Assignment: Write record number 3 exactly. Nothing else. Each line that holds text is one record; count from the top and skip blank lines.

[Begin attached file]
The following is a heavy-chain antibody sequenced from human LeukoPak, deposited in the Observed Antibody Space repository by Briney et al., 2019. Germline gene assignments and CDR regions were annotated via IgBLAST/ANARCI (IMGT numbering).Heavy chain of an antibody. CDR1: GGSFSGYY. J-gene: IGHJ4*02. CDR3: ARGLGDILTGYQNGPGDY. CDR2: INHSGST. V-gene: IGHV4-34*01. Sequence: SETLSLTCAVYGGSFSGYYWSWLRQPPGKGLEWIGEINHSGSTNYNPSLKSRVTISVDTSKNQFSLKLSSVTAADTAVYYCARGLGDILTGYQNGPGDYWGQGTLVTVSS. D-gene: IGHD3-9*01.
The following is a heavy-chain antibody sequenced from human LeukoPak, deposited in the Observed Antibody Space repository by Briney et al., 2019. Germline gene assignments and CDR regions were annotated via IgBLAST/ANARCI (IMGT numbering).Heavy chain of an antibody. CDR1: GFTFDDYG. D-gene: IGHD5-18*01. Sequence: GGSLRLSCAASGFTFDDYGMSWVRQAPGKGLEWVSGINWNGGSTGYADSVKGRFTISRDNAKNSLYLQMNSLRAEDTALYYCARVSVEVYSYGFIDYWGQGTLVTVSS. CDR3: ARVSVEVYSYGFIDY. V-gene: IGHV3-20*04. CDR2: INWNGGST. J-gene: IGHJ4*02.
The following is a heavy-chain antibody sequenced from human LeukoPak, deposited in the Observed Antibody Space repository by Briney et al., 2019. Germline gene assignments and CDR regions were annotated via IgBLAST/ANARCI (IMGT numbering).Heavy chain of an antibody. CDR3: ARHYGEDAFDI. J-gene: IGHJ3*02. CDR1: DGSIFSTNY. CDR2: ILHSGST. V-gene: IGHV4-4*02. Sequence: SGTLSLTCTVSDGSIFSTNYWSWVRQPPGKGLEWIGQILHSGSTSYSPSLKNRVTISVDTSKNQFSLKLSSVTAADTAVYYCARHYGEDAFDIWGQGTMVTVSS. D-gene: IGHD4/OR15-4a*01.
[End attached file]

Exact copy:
The following is a heavy-chain antibody sequenced from human LeukoPak, deposited in the Observed Antibody Space repository by Briney et al., 2019. Germline gene assignments and CDR regions were annotated via IgBLAST/ANARCI (IMGT numbering).Heavy chain of an antibody. CDR3: ARHYGEDAFDI. J-gene: IGHJ3*02. CDR1: DGSIFSTNY. CDR2: ILHSGST. V-gene: IGHV4-4*02. Sequence: SGTLSLTCTVSDGSIFSTNYWSWVRQPPGKGLEWIGQILHSGSTSYSPSLKNRVTISVDTSKNQFSLKLSSVTAADTAVYYCARHYGEDAFDIWGQGTMVTVSS. D-gene: IGHD4/OR15-4a*01.